We are in the final stretch of this final season. Was it the ending you expected for Kim?
If I could I would have my own show. I couldn’t write what they wrote. I mean, it’s not like she moved to Mars and lives in a space station – it’s not ridiculous. But I didn’t see exactly what they would do. It’s more than I could have wished for. I’m still thinking about it.
I know this seems like a really silly thing to wonder about, but I’m wondering if she’ll wear her ponytail in her final scene. Because like last night’s episode, the hair was down; we see the transformation – the ponytail had been such a reflection of her put together, not just visually but in work and life.
I will say that you are correct in noting that their physical appearance and their need to have every hair in place and to look a very specific way are part of their armor. That’s a choice, and you’re right to point it out. And very purposefully. Look, last night’s episode, when I say it was the most challenging thing of my career, last night’s episode was one of them. But so are the next few episodes.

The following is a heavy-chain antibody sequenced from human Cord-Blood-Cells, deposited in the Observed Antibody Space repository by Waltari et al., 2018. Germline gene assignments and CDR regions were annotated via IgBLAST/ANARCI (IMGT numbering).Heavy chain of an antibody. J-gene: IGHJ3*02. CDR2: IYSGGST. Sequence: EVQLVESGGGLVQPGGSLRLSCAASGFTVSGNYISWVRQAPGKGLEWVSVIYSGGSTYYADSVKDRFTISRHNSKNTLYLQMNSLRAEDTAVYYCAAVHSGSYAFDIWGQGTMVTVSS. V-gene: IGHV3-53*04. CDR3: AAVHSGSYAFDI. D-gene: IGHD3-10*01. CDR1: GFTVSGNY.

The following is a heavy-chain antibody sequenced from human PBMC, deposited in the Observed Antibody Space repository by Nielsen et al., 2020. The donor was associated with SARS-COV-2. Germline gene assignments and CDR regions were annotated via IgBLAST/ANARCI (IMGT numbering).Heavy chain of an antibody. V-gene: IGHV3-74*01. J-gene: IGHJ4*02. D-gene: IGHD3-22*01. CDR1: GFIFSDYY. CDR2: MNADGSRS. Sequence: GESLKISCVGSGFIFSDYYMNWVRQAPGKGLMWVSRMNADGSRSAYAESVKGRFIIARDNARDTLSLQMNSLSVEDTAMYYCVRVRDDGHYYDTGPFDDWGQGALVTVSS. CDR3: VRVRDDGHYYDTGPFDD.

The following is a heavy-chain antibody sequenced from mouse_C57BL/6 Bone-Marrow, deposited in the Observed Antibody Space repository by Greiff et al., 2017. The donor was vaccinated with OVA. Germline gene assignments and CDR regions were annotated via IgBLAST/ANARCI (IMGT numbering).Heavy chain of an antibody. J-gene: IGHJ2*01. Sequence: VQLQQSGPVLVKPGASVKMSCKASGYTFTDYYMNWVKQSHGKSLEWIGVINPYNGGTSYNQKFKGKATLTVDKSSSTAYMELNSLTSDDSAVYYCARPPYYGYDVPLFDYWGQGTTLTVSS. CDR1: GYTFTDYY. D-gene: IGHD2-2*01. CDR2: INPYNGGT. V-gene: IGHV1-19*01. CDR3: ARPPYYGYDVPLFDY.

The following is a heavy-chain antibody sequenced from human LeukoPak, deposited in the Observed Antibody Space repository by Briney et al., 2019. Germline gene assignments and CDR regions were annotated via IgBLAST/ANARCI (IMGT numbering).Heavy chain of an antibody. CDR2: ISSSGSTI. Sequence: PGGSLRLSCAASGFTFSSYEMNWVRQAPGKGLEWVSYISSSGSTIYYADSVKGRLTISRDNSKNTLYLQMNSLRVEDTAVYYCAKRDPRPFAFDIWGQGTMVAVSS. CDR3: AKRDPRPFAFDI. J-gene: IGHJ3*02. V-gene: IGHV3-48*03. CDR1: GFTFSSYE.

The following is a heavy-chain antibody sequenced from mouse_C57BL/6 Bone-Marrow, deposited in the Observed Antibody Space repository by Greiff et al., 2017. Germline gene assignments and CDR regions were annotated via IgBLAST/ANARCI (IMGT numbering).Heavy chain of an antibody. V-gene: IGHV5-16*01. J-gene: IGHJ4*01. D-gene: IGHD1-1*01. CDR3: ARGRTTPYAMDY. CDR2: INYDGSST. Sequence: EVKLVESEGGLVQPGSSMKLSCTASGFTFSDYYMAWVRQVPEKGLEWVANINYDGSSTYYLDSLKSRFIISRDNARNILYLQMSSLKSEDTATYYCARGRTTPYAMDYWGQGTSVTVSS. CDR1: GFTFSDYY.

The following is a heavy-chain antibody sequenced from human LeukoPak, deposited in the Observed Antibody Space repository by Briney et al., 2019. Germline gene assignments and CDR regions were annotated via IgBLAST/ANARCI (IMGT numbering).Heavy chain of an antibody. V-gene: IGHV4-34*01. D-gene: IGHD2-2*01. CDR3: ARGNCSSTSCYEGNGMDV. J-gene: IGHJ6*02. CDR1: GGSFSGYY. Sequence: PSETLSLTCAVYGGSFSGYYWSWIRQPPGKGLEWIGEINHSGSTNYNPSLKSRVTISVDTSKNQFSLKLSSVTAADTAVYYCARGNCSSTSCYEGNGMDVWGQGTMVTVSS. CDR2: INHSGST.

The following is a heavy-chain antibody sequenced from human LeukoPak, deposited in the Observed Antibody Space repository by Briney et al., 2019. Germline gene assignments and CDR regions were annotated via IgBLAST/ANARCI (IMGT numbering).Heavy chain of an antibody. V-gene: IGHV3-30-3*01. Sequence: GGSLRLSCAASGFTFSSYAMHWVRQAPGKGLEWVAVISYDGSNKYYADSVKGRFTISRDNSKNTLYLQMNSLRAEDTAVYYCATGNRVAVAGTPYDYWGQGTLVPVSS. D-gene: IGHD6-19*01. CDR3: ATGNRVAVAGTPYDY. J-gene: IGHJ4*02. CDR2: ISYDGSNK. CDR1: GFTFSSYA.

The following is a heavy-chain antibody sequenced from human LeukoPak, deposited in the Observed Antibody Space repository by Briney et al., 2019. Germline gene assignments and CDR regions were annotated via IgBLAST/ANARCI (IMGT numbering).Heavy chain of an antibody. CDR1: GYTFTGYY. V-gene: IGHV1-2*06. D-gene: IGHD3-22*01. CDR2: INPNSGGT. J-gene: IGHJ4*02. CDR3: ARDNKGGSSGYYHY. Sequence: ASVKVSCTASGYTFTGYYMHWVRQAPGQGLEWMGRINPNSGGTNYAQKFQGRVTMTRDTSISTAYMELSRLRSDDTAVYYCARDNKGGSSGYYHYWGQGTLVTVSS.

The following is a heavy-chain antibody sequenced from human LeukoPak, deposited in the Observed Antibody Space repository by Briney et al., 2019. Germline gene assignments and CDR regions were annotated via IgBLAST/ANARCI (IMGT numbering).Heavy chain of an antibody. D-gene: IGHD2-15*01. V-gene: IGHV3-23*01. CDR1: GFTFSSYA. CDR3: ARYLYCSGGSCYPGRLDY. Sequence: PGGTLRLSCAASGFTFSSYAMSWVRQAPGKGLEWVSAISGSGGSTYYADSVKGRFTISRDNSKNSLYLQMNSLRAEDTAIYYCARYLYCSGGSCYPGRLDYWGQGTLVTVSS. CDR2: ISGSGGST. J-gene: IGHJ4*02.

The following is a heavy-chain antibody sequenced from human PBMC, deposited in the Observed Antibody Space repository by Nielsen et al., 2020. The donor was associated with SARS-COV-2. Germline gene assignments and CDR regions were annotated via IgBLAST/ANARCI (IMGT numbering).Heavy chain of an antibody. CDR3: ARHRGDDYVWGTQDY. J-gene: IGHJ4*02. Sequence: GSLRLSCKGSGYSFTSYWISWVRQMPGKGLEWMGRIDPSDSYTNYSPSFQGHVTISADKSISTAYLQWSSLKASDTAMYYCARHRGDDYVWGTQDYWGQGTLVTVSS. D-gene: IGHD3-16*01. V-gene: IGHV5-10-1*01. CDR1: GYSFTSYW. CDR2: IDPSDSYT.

I know you already had champagne, how else are you going to celebrate?
We eat dinner and watch the show. My fiancé can’t take it that everyone knows what happened and he doesn’t. We’ll try to figure out how to watch. It’s so much fun watching him watch the show because I don’t tell him anything. He has no idea what’s happening.
I love that. And wait before I let you go, what’s a text from Bob on a day like this. He led the charge by asking you to get a nomination.
This guy – I don’t think he gave an interview without talking about me. And by the way so excited about his nomination. Good God and what he’s up to [this season] is simply the best acting of all time. But he said, “Rhea! Nominated! You!” and then I won’t tell you the rest.
https://www.latimes.com/entertainment-arts/tv/story/2022-07-12/emmys-nominations-2022-rhea-seehorn-better-call-saul ‘Better Call Saul’: Rhea Seehorn on Emmys, Kim’s ‘ultimatum’